Nov. 25.] st. Catherine's day. 427
The following extract is taken from N. & Q. (2nd S+ vol v. p. 47):—On Wednesday (the 25th) night last the towns of Chatham, Kochester, and Brompton exhibited considerable excitement in consequence of a torchlight procession appearing in the streets, headed by a band of fifes and drums. Notwithstanding the late hour (eleven o'clock) a large number of persons of both sexes, accompanied the party. The demonstration was got up by the rope-makers of the dockyard, to celebrate the anniversary of the founder of the ropery (Queen Catherine). The female representing her Majesty (who was borne in a chair of state by six rope-makers) was dressed in white muslin, wore a gilt crown, and carried in her hand a Roman banner.
At one time it was customary, at Peterborough, till the introduction of the new poor laws, for the female children belonging to the workhouse, attended by the master, to go in procession round the city on St. Catherine's Day. They were all attired in white, and decorated with various coloured ribbons, principally scarlet; the tallest girl was selected to represent the Queen, and was adorned with a crown and sceptre. The procession stopped at the houses of the principal inhabitants, and they sang the following rude ballad,, begging for money at every house as they passed along:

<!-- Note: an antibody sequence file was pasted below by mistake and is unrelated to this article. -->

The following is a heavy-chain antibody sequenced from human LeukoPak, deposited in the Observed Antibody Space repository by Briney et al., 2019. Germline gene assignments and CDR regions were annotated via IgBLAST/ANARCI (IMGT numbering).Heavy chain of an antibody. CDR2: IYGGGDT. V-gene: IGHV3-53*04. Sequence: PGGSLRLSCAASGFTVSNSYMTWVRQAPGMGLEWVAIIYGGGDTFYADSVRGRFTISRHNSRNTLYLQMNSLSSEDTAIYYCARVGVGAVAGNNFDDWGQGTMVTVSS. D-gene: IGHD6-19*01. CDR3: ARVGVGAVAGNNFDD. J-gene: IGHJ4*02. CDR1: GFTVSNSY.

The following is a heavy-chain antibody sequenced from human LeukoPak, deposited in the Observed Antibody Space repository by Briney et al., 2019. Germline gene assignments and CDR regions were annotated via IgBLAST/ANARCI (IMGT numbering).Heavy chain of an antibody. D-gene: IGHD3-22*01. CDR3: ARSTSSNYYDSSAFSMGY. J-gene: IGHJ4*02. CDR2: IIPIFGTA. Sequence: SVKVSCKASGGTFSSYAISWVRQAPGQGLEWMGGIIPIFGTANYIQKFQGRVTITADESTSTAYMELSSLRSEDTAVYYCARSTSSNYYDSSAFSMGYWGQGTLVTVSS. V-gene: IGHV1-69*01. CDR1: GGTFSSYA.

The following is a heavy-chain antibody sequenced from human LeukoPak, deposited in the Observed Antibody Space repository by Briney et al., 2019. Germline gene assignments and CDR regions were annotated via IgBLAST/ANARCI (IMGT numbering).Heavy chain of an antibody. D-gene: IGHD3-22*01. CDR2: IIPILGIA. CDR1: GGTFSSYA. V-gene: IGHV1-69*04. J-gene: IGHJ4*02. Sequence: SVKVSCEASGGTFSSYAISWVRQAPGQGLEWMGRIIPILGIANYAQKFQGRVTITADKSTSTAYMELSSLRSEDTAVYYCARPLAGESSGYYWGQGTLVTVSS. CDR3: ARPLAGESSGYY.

" Here comes Queen Catherine, as fine as any queen, With a coach and six horses a coming to be seen.
And a spinning we will go, will go, will go, And a spinning we will go.
Some say she is alive, and some say she is dead, And now she does appear with a crown upon her head. And a spinning we will go, &c.
Old Madam Marshall she takes up her pen, And then she sits and calls for all her royal men. And a spinning we will go, &c.
All you that want employment, though spinning is but smallr Come list, and don't stand still, but go and work for all. And a spinning we will go, &c.